Interview, December 2014
Interview with 2014 Nobel Laureates in Physiology or Medicine May-Britt Moser and Edvard I. Moser, 6 December 2014.
May-Britt and Edvard Moser’s work in simple terms.
May-Britt and Edvard Moser on what brought them to science.
May-Britt and Edvard Moser on role models.
May-Britt and Edvard Moser on their breakthrough.
May-Britt and Edvard Moser on being awarded the Nobel Prize.Copyright © Nobel Media AB 2014
The 2014 Nobel Laureates met at the Grünewald Hall in the Stockholm Concert Hall in Stockholm on 11 December 2014 for the traditional round-table discussion and TV program ‘Nobel Minds’. The Nobel Laureates discussed the discoveries for which they’ve been honored, how these can be applied in a practical way, and the role of science in today’s society. The discussion was hosted by Zeinab Badawi of the BBC.
Nobel Prize Talks: May-Britt Moser
“We didn’t care about salaries and having a nice car. We just cared about science and were really ambitious”, says May Britt Moser, 2014 Nobel Laureate in Physiology or Medicine, when describing her partnership in life and work with co-Laureate Edvard Moser. In this conversation she talks about the pure joy of exploring the connection between behaviour and the brain, and also discusses gender inequality in science.
Telephone interview with May-Britt Moser following the announcement of the 2014 Nobel Prize in Physiology or Medicine, 6 October 2014. The interviewer is Adam Smith, Chief Scientific Officer of Nobel Media.
“I’m still in shock. This is so great.” Hear May-Britt Moser talk about how she reacted when she got the call that she has been awarded the 2014 Nobel Prize in Physiology or Medicine jointly with her husband Edvard I. Moser and John O’Keefe.
[May-Britt Moser] (Answers telephone speaking in Norwegian)
[Adam Smith] Oh hello, this is Adam Smith calling from NobelPrize.org. First of all many congratulations on the award of the Nobel Prize.
[May-Britt Moser] Thank you, so Göran called me earlier today as you know and I was crying. I was in shock and I’m still in shock. This is so great.
[AS] Where were you when you received the call?
[MBM] I was in a meeting, so we normally have meetings with the lab on the Monday morning to go through some data and we had such a great discussion. I had another meeting waiting for me so it was in the middle of two meetings and we were discussing the last part of the data, and those data are so exciting. [Laughs]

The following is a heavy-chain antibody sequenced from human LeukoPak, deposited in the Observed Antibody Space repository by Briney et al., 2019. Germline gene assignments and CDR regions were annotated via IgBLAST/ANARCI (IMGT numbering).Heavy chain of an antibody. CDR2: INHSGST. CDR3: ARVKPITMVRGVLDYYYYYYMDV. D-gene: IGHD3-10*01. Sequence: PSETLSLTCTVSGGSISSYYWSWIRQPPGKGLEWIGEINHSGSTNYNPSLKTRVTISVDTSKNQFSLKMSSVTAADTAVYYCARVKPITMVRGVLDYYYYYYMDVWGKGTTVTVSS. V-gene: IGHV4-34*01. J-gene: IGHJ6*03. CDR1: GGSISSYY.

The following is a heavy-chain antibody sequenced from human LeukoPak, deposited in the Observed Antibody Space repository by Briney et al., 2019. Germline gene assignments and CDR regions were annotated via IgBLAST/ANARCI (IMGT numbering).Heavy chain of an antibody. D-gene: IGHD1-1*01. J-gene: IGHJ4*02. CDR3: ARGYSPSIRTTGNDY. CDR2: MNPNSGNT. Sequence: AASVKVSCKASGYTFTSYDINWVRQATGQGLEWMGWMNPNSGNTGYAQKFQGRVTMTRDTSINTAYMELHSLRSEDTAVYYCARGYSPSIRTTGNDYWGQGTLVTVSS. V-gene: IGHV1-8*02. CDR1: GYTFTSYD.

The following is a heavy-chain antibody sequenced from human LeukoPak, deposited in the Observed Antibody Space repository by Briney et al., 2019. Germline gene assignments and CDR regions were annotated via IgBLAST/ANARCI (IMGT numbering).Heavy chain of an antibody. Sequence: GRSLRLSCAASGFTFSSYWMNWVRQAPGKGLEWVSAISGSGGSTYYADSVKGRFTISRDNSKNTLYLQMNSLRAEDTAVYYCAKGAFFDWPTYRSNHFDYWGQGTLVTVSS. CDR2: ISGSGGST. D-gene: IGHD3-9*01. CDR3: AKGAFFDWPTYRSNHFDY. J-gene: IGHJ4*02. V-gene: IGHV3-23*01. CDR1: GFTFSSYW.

[AS] Too many exciting things to deal with at the same time I suppose. [Laughs]
[MBM] The only, only sad thing on a day like this is that Edvard, my husband, is still on a plane. So he doesn’t know. It’s so frustrating because we can’t get in touch with him.
[AS] That’s deeply frustrating, yes. When and where does he land?
[MBM] So he will land in Munich and I think he said around 1 pm.
[AS] Right. So there’ll be a posse of people waiting for him I imagine, perhaps you too.
[MBM] [Laughs] That would be fantastic if there would be people waiting at the airport. He would be in shock.
[AS] So you are a married couple and it’s very unusual for married couples to receive the Nobel Prize. One thinks of the Coris and the Curies, but what’s the secret of your partnership?
[MBM] I think it’s the secret … Ask me about the secret of why we could come so far together in science.
[MBM] I think that is that we have the same vision. We love to understand and we do that by talking to each other, talking to other people and then try to address the questions that we’re interested in, in the best way that we can think of. And to be able to discuss this when you get an idea on the spot instead of plan a meeting in one or two or three weeks, that makes a huge difference.
[AS] So there’s a lovely spontaneity about it.
[MBM] Yeah, and it’s so funny because you know we have the Kavli Institute here and we had this meeting with the Kavli Directors and they said “Yah, and then we have to plan all these meetings” and I said “It’s easy for us because we can have breakfast meetings almost every day” [Laughs]. And of course when you want to select your colleagues you want to have colleagues who respect you, who you can trust and who will support you and I think that is the clue, isn’t it.
[AS] Exactly. And talking of colleagues you know your co-Laureate John O’Keefe very well.
[MBM] Yeah, that’s so fantastic. You know, he was the supervisor of how to start to do these recordings in ’95, in the summer of ’95.
[AS] And you’ve remained close ever since?
[MBM] Yes. I think it’s also so extremely important to say that this is an honour for all the people who have supported excellent science in Norway. Of course our group, our family. But also the local people and the politicians and the research council, all have been extremely, extremely supportive to us. And I think it wouldn’t have been possible if that wouldn’t be the case.
[AS] That’s very nice. And so it’s a celebration not just for neuroscience but for Norwegian science today.
[MBM] Absolutely. And also that people trusted us and supported us, it’s a celebration of that.
[AS] Lovely, well, many, many congratulations again and thank you for speaking to us.
[MBM] Thank you so much.
[AS] Enjoy your day.
[MBM] [Laughs] Thank you. OK, it was nice to talk to you.
[AS] Nice to talk to you too.
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Their work and discoveries range from the formation of black holes and genetic scissors to efforts to combat hunger and develop new auction formats.
See them all presented here.